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Shadlen is professor of neuroscience at VP&S and a principal investigator at Columbia's Zuckerman Institute. He is among 120 new National Academy of Sciences members announced on May 2, 2023.
The center will catalyze the scientific innovation and clinical implementation of precision medicine to advance the prevention, diagnosis, and treatment of mental illness.
Amyloid sparks an alliance between two proteins in the brain that can potentially explain up to half of the gene changes that occur in Alzheimer’s.
Multiple sclerosis (MS) usually begins between the ages of 20 and 40 and is the most common disabling neurological disorder of young adults.
- May 9, 2018
Neurons in the brain’s olfactory system seem to be wired together randomly. So how can two people experience an odor in the same way? A new model explains.
- May 3, 2018
Neuroscientist Carol Mason, PhD, was elected to the National Academy of Sciences along with 104 other new members and foreign associates.
- April 5, 2018
Scientists at Columbia University Vagelos College of Physicians and Surgeons present the most definitive evidence to date that the human brain makes new neurons throughout life.
- February 8, 2018
Neurons mature and acquire their firing properties with the help of Rbfox genes, a family of genes linked to autism and other neurodevelopmental disorders.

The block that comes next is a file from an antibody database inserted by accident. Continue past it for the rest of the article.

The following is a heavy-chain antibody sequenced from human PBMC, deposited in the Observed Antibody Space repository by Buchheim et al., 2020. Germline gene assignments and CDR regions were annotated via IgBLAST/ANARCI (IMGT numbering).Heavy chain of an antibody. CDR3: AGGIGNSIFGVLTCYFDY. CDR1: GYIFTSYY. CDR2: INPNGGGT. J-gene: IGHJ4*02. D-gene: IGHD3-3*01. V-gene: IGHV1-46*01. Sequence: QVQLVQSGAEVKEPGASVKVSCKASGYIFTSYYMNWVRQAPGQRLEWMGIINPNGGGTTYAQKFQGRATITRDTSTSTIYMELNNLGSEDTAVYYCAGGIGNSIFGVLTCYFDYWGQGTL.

- February 7, 2018
New research from Columbia neuroscientists shows how a small part of the brain single-handedly steadies the body if it is thrown off balance.
- January 11, 2018
By classifying different types of cells in the spinal cord, neuroscientists have gained new insight into an evolutionary achievement millions of years in the making.
- November 6, 2017
Bianca Jones Marlin, a postdoc in the lab of Nobelist Richard Axel, was given the STAT 2017 Wunderkinds Award.
- November 3, 2017
A Columbia study in rats helps explain why an early exposure to alcohol can increase a person's vulnerability to developing addiction to cocaine.
- November 2, 2017
Using powerful new imaging technology, Columbia scientists peered into a 30 nanometer-wide space between two cell organelles to find an elusive tethering protein.
- October 20, 2017
Columbia scientists received a $15.3 million BRAIN Initiative award to decipher how the brain guides movement, one of neuroscience’s most fundamental questions.